Bloggage update: Two year review of a personal project that shows what free map data to hang sketch maps on, and a little tinkering to add historic wealth data, can achieve to illustrate almost 1000 yrs of geo-economics. Three key elements are: a) a geographic unit that stays constant, b) people who indefatigably document and update such important information, and c) ground truthing i.e. knowing & QCíng the data in order to put information in context.
The AGISRS list made me aware of Geo-Wiki.org, a crowdsourcing effort aimed at validating global land cover.
From their main page: "The Geo-Wiki Project is a global network of volunteers who wish to help improve the quality of global land cover maps. Since large differences occur between existing global land cover maps, current ecosystem and land-use science lacks crucial accurate data (e.g. to determine the potential of additional agricultural land available to grow crops in Africa). Volunteers are asked to review hotspot maps of global land cover disagreement and determine, based on what they actually see in Google Earth and their local knowledge, if the land cover maps are correct or incorrect. Their input is recorded in a database, along with uploaded photos, to be used in the future for the creation of a new and improved global land cover map."
Via email, in the lastest Global Land Cover Network bulletin #19 [pdf], published this week, we learn about the ECO-NET Earth Cover Observation Network.
From the introduction: "ECO-NET Earth Cover Observation Network is a programme that aims to create a consistent and scalable information system on land cover and its dynamics. It is designed to improve the access to data and information and improve assessment of land cover status and dynamics, based on standards and good practices. This programme responds to the need for consistent and reliable information that serves multiple applications, interoperable, scalable and compliant with reporting needs.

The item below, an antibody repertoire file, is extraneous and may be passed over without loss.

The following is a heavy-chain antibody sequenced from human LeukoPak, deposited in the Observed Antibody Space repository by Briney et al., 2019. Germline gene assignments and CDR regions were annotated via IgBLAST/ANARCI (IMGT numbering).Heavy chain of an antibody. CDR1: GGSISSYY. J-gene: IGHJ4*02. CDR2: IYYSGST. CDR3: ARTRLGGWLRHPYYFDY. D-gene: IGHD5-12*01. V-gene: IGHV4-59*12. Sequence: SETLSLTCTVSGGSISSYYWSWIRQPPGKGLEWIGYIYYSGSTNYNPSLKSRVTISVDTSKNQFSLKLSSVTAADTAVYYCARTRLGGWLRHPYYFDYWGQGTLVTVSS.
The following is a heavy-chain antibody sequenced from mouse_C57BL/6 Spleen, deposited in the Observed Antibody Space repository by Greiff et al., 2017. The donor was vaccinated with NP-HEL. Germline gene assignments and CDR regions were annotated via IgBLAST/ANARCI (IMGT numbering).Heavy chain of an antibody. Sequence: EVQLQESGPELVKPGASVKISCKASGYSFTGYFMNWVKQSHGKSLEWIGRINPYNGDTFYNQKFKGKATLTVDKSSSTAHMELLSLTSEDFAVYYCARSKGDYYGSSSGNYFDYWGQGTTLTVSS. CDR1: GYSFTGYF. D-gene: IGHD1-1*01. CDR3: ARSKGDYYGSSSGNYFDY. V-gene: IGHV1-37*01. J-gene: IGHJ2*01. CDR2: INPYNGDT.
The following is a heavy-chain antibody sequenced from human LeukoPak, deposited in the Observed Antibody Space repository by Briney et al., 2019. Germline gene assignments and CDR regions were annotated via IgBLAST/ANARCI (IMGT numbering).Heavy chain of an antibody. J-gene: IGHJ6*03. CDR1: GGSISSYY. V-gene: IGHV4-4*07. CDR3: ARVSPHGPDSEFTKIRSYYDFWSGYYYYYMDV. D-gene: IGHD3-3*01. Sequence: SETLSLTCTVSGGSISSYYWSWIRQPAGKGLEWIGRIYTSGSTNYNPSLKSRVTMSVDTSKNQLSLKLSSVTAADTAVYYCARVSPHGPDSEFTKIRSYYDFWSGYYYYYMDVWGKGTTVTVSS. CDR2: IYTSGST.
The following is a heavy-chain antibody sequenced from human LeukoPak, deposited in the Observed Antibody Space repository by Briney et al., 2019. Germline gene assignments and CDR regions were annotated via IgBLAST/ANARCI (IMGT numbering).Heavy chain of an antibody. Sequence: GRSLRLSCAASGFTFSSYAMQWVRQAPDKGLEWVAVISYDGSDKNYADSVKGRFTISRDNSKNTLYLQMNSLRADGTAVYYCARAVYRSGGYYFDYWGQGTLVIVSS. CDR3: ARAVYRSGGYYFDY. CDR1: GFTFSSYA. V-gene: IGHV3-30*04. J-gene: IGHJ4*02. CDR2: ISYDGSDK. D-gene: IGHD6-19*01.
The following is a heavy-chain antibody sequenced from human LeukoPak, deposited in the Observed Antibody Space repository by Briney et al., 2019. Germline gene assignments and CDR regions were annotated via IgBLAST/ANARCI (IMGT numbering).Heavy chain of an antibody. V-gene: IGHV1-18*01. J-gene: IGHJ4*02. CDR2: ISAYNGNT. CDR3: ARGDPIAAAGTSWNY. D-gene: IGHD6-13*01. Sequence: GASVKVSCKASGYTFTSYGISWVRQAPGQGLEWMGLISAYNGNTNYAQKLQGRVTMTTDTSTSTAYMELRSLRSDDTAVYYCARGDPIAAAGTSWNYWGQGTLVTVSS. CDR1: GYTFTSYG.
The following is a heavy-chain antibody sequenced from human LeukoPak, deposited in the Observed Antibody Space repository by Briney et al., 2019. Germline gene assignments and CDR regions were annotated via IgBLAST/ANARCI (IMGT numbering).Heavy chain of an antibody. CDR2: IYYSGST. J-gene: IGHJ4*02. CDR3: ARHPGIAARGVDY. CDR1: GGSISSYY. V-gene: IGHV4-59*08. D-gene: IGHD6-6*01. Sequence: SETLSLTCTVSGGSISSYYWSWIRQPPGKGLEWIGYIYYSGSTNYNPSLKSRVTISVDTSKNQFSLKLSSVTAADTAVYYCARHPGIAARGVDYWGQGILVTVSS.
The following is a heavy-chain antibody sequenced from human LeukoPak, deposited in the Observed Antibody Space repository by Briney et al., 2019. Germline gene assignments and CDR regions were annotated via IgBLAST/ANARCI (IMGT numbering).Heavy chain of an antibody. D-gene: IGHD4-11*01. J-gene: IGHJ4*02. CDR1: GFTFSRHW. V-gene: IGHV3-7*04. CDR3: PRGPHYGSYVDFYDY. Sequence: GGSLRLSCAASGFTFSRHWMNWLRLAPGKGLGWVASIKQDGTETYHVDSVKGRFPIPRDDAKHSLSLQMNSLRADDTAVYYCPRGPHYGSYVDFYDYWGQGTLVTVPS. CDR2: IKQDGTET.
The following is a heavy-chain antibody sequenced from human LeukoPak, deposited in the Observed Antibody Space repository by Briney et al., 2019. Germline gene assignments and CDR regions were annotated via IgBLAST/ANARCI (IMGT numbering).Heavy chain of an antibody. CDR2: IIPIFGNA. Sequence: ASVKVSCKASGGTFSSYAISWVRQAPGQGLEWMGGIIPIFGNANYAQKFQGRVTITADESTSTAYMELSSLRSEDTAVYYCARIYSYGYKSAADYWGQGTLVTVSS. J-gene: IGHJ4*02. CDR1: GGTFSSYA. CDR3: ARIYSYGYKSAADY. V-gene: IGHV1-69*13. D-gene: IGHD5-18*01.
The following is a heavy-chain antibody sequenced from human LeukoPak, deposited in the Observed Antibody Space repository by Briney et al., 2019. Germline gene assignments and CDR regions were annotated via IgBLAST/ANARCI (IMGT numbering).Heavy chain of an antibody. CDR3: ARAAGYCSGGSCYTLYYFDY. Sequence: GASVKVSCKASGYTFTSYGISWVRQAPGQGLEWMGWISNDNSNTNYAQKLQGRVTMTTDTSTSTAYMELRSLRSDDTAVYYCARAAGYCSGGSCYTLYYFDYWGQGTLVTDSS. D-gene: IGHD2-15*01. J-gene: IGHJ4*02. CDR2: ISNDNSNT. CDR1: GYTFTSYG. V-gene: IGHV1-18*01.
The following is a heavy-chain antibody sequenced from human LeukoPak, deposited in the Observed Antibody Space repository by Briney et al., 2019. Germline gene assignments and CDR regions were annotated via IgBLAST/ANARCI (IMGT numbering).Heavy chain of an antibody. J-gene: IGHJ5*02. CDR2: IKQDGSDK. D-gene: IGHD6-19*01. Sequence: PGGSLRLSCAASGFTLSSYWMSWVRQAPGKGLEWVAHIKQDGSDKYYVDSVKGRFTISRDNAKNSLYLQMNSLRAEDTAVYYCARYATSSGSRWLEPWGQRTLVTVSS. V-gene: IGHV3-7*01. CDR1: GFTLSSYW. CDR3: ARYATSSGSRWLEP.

The primary focus is to develop a sampling framework for detailed land cover assessment at half degree intervals. The GLCN methodology and tools will enable active participation of a wide range of users by implementation of crowd sourcing technology. The database will be made available for public access and it will be part of the contribution to the pavilion of the Milan expo in 2015."
We mentioned the GLCN a few times in the past.
VerySpatial made me aware that the provisional version of the U.S. National Land Cover Database (NLCD) 2006 is now available.
From the official page: "NLCD 2006 quantifies land cover and land cover change between the years 2001 to 2006 and provides an updated version of NLCD 2001. These products represent the first time this type of 30-meter cell land cover change has been produced for the conterminous United States. Products were generated by comparing spectral characteristics of Landsat imagery between 2001 and 2006, on an individual path/row basis, using protocols to identify and label change based on the trajectory from NLCD 2001 products. A formal accuracy assessment of the NLCD 2006 land cover change product is planned for 2011."
To my total surprise, I don't think we ever mentioned the NLCD dataset before.